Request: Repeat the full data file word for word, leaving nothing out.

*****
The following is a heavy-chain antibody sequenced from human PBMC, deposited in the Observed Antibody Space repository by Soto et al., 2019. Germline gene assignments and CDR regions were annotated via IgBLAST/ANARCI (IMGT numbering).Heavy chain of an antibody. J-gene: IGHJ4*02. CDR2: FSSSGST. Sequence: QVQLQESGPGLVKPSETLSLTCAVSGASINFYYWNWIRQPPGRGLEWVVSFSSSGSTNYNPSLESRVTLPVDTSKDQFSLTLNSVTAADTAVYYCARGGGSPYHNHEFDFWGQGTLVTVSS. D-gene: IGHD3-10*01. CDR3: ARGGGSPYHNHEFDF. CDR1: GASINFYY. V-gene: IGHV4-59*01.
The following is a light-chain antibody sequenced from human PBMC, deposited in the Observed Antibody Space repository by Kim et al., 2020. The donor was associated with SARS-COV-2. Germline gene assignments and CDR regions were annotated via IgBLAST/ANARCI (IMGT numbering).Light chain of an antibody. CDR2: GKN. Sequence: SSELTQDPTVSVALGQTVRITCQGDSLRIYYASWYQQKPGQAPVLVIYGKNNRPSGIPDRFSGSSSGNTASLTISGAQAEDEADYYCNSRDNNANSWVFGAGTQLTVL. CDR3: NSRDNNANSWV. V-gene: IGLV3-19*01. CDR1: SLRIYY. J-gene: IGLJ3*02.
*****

The following is a heavy-chain antibody sequenced from human PBMC, deposited in the Observed Antibody Space repository by Soto et al., 2019. Germline gene assignments and CDR regions were annotated via IgBLAST/ANARCI (IMGT numbering).Heavy chain of an antibody. J-gene: IGHJ4*02. CDR2: FSSSGST. Sequence: QVQLQESGPGLVKPSETLSLTCAVSGASINFYYWNWIRQPPGRGLEWVVSFSSSGSTNYNPSLESRVTLPVDTSKDQFSLTLNSVTAADTAVYYCARGGGSPYHNHEFDFWGQGTLVTVSS. D-gene: IGHD3-10*01. CDR3: ARGGGSPYHNHEFDF. CDR1: GASINFYY. V-gene: IGHV4-59*01.
The following is a light-chain antibody sequenced from human PBMC, deposited in the Observed Antibody Space repository by Kim et al., 2020. The donor was associated with SARS-COV-2. Germline gene assignments and CDR regions were annotated via IgBLAST/ANARCI (IMGT numbering).Light chain of an antibody. CDR2: GKN. Sequence: SSELTQDPTVSVALGQTVRITCQGDSLRIYYASWYQQKPGQAPVLVIYGKNNRPSGIPDRFSGSSSGNTASLTISGAQAEDEADYYCNSRDNNANSWVFGAGTQLTVL. CDR3: NSRDNNANSWV. V-gene: IGLV3-19*01. CDR1: SLRIYY. J-gene: IGLJ3*02.